United Airlines reported a $473 million profit for the third quarter thanks to more than $1 billion in federal pandemic aid that helped pay airline employees this summer.
Leisure travelers packed planes over the vacation season, but by the end of summer bookings tailed off as the delta variant drove an increase in COVID-19 cases, and a hoped-for rally in business travel fizzled.
Chicago-based United said Tuesday that fourth-quarter revenue will be 25% to 30% lower than during the same period of 2019 as the airline operates fewer flights than it did before the pandemic. Costs will rise on a per-seat basis.
Still, the company insisted that depressed areas of its business will recover and it will hit long-term financial targets.
Ordinarily United draws a large chunk of revenue from business and international travel, but both remain severely depressed. United and its closest rivals, American and Delta, hope to get a boost as more offices re-open and from the U.S. government’s decision to ease restrictions on vaccinated travelers from abroad on Nov. 8.
United announced last week that it will expand transatlantic servicenext year, including adding destinations it has never served in Jordan, Norway and island outposts of Spain and Portugal. United is lobbying foreign governments to resume seven routes to Europe and Asia that were suspended during the pandemic.
Domestic leisure travel has returned to roughly pre-pandemic levels. That prompted United to announce this month that it plans its biggest domestic schedule of flights since March 2020 to meet what it expects will be a surge in holiday travel.
For the third quarter, United’s $473 million profit compared with a loss of $1.84 billion last year and profit of $1.02 billion in the third quarter of 2019.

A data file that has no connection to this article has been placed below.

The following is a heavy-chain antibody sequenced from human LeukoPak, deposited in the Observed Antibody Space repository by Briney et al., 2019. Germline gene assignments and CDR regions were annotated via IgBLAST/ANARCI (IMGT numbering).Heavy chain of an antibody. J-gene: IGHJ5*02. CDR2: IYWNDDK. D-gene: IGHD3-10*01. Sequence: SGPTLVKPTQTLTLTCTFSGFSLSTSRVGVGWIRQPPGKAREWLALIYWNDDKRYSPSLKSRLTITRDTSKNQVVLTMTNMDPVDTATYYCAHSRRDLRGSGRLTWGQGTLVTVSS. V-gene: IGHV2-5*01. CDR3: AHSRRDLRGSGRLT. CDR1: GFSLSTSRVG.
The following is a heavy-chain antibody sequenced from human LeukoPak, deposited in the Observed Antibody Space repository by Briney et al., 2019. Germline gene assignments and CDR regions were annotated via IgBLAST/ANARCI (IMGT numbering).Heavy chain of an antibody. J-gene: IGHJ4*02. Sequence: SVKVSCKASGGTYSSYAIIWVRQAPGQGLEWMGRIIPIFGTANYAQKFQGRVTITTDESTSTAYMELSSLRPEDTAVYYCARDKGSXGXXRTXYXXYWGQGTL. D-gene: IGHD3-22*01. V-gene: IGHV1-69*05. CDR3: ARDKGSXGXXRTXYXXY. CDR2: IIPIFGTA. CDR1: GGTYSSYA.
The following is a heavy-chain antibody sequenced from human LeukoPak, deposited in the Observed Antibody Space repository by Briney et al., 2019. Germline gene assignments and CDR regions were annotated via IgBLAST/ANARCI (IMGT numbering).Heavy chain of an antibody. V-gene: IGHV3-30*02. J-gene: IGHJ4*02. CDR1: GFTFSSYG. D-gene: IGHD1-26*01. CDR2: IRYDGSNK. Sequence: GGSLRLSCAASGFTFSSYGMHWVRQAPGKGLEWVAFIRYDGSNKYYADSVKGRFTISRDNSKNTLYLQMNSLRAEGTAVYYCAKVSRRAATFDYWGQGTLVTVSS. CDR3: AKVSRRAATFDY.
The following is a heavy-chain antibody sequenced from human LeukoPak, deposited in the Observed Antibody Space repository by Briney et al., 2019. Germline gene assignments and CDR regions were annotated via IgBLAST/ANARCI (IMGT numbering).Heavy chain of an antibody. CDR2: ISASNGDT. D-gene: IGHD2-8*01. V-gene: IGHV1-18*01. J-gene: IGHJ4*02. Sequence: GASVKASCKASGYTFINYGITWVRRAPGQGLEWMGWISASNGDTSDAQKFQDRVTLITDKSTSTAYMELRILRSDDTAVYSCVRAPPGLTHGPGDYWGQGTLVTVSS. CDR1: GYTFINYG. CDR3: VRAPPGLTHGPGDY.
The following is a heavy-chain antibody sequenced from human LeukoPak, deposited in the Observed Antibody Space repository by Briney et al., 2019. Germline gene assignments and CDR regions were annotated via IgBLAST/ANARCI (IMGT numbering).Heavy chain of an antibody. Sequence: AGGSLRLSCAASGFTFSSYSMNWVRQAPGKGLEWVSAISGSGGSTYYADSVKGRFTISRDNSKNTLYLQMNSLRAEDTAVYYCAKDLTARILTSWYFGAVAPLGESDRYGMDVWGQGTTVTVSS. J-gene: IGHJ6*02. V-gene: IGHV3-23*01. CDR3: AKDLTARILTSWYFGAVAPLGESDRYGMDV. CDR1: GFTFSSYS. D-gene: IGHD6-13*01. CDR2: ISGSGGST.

United said that excluding special items such as federal aid it would have lost $329 million, or $1.02 per share. That was better than analysts expected — a loss of $1.58 per share, according to a FactSet survey.
Revenue was $7.75 billion, about $110 million more than analysts expected but 32% below the same period in 2019.
Last week, Delta Air Lines reported a $1.2 billion profit for the third quarter but warned that rising fuel prices and labor costs will lead to a “modest” fourth-quarter loss.
United forecast that fuel prices will rise 12% from the third to the fourth quarter. It said other expenses will rise by 12% to 14% per seat in the fourth quarter — roughly double the increase that Delta predicted. In a company news release, CEO Scott Kirby said United is confident it will bring the cost figure below 2019 levels in 2022.
Labor costs are rising as airlines scramble to hire more pilots, flight attendants and other workers in a reversal of last year, when the carriers were hemorrhaging cash and encouraging employees to quit.
United officials declined to comment on the report until they hold a conference call with analysts and reporters on Wednesday.
Shares of United Airlines Holdings Inc. rose 2% after more than an hour of extended trading following release of the financial report. They ended the regular session down 2%, at $46.22.
David Koenig can be reached at www.twitter.com/airlinewriter